# Kolmogorov complexity of a product of two numbers

In his book "Theoretical Computer Science", Juraj Hromkovic informally defines the Kolmogorov complexity $$K(x)$$ of a word $$x$$ consisting of zeros and ones as the binary length of the shortest Pascal program that generates $$x$$. The Kolmogorov complexity $$K(n)$$ of a natural number $$n$$ is then defined as the Kolmogorov complexity of the binary representation of $$n$$.

To show that there's a constant $$d$$ such that $$K(x)\leq|x|+d$$ for all words $$x$$ (where $$|x|$$ is the length of $$x$$), he uses the following (pseudo) program $$A_x$$ to generate $$x$$:

begin
write(x);
end


But he notes (in the 2007 German edition of the book, but not in the 2004 English edition) that we would have to prefix the code with two numbers $$k$$ and $$l$$ with $$k$$ being the length of the (constant) "prefix" of the program (up to and including the opening parenthesis) and $$l$$ being the length of the "suffix" (starting with the closing parenthesis). The reason for this is that we can thus store $$x$$ verbatim (as a sequence of ones and zeros) while the constant part of the program is the same for each $$x$$ (and responsible for the constant $$d$$ above).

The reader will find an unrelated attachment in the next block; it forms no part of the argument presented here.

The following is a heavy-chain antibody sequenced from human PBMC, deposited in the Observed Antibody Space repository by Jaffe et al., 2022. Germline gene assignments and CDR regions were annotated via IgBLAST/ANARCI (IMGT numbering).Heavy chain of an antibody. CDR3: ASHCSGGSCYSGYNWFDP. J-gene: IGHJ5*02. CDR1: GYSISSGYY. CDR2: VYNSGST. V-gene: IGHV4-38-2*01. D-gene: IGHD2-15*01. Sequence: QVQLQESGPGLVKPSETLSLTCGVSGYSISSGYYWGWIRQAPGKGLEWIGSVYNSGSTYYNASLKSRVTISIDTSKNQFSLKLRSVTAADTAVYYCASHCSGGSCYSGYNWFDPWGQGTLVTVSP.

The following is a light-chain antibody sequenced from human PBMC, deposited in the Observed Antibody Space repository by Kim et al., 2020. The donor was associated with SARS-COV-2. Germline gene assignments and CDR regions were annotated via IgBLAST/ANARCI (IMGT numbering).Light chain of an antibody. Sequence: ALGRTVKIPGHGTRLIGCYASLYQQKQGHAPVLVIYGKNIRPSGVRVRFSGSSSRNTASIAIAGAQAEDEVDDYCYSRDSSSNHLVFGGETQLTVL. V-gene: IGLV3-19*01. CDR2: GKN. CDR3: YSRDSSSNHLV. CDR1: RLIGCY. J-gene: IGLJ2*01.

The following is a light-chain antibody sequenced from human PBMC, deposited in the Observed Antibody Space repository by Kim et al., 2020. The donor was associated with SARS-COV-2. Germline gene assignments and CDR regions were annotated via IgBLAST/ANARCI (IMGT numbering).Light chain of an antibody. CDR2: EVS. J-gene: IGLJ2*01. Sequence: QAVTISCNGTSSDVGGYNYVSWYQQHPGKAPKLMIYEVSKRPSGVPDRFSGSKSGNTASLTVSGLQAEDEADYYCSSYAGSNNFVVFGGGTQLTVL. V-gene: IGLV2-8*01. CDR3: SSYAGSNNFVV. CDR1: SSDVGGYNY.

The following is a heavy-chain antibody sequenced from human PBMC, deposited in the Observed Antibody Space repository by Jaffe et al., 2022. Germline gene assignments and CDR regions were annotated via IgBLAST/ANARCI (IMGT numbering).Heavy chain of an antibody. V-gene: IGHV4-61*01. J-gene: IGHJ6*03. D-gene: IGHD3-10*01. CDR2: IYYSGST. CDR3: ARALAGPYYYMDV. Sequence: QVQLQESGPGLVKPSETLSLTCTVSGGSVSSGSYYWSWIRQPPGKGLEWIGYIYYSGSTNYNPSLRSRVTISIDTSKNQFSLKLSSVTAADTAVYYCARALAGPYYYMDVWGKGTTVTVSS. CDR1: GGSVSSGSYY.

So far, so good. I can understand how this is supposed to work, but because he tries to avoid encoding the length of $$x$$ into the program (as he writes himself) we obviously have to know where the program ends to make sense of $$l$$. (One could for example image that one receives $$A_x$$ as a file.)

But two pages later there's an exercise where he claims that for a positive natural number $$n=pq$$ we have $$K(n)\leq K(p)+K(q)+c$$ with a constant $$c$$ independent of $$n$$, $$p$$, and $$q$$. I think the basic idea here is that $$c$$ is the length of a program that executes the corresponding programs for the two factors and multiplies them. But if the programs for $$p$$ and $$q$$ are programs like above we would need to know how long they are - which we don't. I can easily see how to prove $$K(n)\leq 2\max(K(p),K(q))+c$$ or $$K(n)\leq K(p)+\log_2(K(p))+K(q)+c$$ or something similar, but I'm at loss regarding $$K(n)\leq K(p)+K(q)+c$$. Any ideas?

• Seems like a mistake. This kind of inequality holds for self-delimiting Kolmogorov complexity (often denoted $C(\cdot)$), which doesn't satisfy $K(x) \leq |x| + O(1)$. May 17 '20 at 14:56